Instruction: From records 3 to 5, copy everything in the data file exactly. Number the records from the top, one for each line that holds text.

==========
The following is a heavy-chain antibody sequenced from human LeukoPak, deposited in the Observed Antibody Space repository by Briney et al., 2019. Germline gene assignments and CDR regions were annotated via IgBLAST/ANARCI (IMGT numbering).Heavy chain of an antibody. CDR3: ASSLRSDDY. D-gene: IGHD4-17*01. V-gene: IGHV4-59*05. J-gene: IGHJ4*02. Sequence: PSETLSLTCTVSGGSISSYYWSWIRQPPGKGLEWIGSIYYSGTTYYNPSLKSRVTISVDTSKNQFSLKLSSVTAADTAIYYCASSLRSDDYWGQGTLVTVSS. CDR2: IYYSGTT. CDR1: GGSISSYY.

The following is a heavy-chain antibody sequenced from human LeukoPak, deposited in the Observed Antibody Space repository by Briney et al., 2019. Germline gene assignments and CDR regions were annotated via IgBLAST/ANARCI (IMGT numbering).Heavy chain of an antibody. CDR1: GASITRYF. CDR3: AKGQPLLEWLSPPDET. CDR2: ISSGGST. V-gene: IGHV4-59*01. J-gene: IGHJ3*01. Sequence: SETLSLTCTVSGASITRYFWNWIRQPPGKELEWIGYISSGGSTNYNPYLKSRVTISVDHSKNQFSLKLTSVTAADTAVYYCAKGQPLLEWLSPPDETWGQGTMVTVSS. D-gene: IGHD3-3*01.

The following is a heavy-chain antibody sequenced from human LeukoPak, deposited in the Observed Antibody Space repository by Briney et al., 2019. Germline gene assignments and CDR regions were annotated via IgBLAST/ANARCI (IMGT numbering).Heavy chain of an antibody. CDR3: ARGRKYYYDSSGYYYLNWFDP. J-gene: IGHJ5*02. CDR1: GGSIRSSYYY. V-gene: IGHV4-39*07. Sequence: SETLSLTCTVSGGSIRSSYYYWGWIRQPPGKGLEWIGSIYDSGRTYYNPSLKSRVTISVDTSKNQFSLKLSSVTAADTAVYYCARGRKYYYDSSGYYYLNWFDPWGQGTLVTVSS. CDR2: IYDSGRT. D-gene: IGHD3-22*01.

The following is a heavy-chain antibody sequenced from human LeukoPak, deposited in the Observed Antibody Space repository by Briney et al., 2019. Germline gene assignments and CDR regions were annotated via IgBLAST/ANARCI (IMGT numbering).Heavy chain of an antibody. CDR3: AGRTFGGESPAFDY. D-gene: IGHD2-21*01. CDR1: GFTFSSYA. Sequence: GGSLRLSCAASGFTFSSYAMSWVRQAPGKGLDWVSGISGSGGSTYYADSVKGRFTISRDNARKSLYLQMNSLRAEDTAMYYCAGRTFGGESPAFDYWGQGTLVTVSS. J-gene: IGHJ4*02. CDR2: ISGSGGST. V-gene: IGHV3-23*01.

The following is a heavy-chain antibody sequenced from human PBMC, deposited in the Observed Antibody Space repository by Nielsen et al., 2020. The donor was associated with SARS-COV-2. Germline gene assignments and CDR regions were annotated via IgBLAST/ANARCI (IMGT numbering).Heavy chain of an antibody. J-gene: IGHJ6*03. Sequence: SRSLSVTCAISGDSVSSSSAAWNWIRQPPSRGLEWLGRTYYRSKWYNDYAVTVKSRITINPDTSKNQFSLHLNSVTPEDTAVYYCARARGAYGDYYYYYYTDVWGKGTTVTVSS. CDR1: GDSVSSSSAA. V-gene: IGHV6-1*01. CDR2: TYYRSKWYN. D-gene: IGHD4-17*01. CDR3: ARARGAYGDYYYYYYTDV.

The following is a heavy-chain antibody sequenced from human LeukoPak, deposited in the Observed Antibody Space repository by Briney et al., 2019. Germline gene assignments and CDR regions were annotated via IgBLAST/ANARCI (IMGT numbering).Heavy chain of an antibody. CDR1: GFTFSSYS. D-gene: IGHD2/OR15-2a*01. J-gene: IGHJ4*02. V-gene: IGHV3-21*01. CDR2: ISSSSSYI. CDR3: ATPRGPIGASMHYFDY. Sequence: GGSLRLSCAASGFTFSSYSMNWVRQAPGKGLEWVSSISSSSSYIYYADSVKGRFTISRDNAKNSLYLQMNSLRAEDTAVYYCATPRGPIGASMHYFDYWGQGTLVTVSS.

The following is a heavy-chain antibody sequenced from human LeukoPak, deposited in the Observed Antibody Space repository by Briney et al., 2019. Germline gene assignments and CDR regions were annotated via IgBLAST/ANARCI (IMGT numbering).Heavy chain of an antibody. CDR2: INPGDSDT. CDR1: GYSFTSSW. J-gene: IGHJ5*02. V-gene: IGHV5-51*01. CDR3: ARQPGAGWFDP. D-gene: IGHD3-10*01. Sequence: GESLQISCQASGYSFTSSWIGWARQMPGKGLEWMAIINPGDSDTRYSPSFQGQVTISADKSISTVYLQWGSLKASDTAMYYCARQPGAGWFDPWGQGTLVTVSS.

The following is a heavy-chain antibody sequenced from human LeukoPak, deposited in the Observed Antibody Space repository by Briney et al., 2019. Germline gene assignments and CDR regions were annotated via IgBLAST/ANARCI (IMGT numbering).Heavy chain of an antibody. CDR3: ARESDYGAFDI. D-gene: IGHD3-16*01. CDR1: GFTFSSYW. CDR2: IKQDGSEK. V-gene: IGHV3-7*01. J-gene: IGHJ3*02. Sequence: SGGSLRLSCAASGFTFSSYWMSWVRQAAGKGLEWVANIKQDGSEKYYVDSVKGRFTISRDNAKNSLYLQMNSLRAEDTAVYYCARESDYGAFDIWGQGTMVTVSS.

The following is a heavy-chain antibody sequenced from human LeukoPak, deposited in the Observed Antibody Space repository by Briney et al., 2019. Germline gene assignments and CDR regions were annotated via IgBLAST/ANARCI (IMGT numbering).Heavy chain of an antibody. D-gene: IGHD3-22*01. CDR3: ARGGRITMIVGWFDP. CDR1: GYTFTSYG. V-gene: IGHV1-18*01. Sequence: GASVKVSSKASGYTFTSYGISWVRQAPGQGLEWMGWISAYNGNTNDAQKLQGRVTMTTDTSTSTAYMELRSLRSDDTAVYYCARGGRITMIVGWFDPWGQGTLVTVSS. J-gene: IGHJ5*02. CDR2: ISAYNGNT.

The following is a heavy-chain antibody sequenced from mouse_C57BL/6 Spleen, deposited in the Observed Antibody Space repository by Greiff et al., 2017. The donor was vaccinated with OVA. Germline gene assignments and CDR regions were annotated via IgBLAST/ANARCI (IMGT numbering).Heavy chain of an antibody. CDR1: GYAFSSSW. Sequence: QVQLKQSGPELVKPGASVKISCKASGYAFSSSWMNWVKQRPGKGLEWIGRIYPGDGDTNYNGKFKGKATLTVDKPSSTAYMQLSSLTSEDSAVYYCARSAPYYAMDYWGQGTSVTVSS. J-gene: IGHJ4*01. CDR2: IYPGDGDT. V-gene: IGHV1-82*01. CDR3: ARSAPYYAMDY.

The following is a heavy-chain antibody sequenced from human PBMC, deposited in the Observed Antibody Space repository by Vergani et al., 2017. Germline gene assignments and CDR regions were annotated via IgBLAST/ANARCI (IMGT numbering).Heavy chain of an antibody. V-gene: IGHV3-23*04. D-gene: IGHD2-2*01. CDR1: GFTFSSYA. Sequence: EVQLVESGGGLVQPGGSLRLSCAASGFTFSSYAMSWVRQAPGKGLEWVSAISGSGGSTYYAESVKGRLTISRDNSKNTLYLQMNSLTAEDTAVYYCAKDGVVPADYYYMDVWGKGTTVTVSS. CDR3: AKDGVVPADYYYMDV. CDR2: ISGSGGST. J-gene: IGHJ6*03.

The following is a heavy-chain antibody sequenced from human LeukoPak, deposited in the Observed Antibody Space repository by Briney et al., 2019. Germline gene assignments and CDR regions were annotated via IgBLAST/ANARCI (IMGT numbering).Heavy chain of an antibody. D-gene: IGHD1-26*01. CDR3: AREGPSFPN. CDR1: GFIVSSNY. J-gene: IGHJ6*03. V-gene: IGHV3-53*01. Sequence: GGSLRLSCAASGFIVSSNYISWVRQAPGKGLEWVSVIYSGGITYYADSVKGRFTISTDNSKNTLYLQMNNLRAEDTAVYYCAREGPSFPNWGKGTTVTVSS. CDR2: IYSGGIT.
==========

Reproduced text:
The following is a heavy-chain antibody sequenced from human LeukoPak, deposited in the Observed Antibody Space repository by Briney et al., 2019. Germline gene assignments and CDR regions were annotated via IgBLAST/ANARCI (IMGT numbering).Heavy chain of an antibody. CDR3: ARGRKYYYDSSGYYYLNWFDP. J-gene: IGHJ5*02. CDR1: GGSIRSSYYY. V-gene: IGHV4-39*07. Sequence: SETLSLTCTVSGGSIRSSYYYWGWIRQPPGKGLEWIGSIYDSGRTYYNPSLKSRVTISVDTSKNQFSLKLSSVTAADTAVYYCARGRKYYYDSSGYYYLNWFDPWGQGTLVTVSS. CDR2: IYDSGRT. D-gene: IGHD3-22*01.

The following is a heavy-chain antibody sequenced from human LeukoPak, deposited in the Observed Antibody Space repository by Briney et al., 2019. Germline gene assignments and CDR regions were annotated via IgBLAST/ANARCI (IMGT numbering).Heavy chain of an antibody. CDR3: AGRTFGGESPAFDY. D-gene: IGHD2-21*01. CDR1: GFTFSSYA. Sequence: GGSLRLSCAASGFTFSSYAMSWVRQAPGKGLDWVSGISGSGGSTYYADSVKGRFTISRDNARKSLYLQMNSLRAEDTAMYYCAGRTFGGESPAFDYWGQGTLVTVSS. J-gene: IGHJ4*02. CDR2: ISGSGGST. V-gene: IGHV3-23*01.

The following is a heavy-chain antibody sequenced from human PBMC, deposited in the Observed Antibody Space repository by Nielsen et al., 2020. The donor was associated with SARS-COV-2. Germline gene assignments and CDR regions were annotated via IgBLAST/ANARCI (IMGT numbering).Heavy chain of an antibody. J-gene: IGHJ6*03. Sequence: SRSLSVTCAISGDSVSSSSAAWNWIRQPPSRGLEWLGRTYYRSKWYNDYAVTVKSRITINPDTSKNQFSLHLNSVTPEDTAVYYCARARGAYGDYYYYYYTDVWGKGTTVTVSS. CDR1: GDSVSSSSAA. V-gene: IGHV6-1*01. CDR2: TYYRSKWYN. D-gene: IGHD4-17*01. CDR3: ARARGAYGDYYYYYYTDV.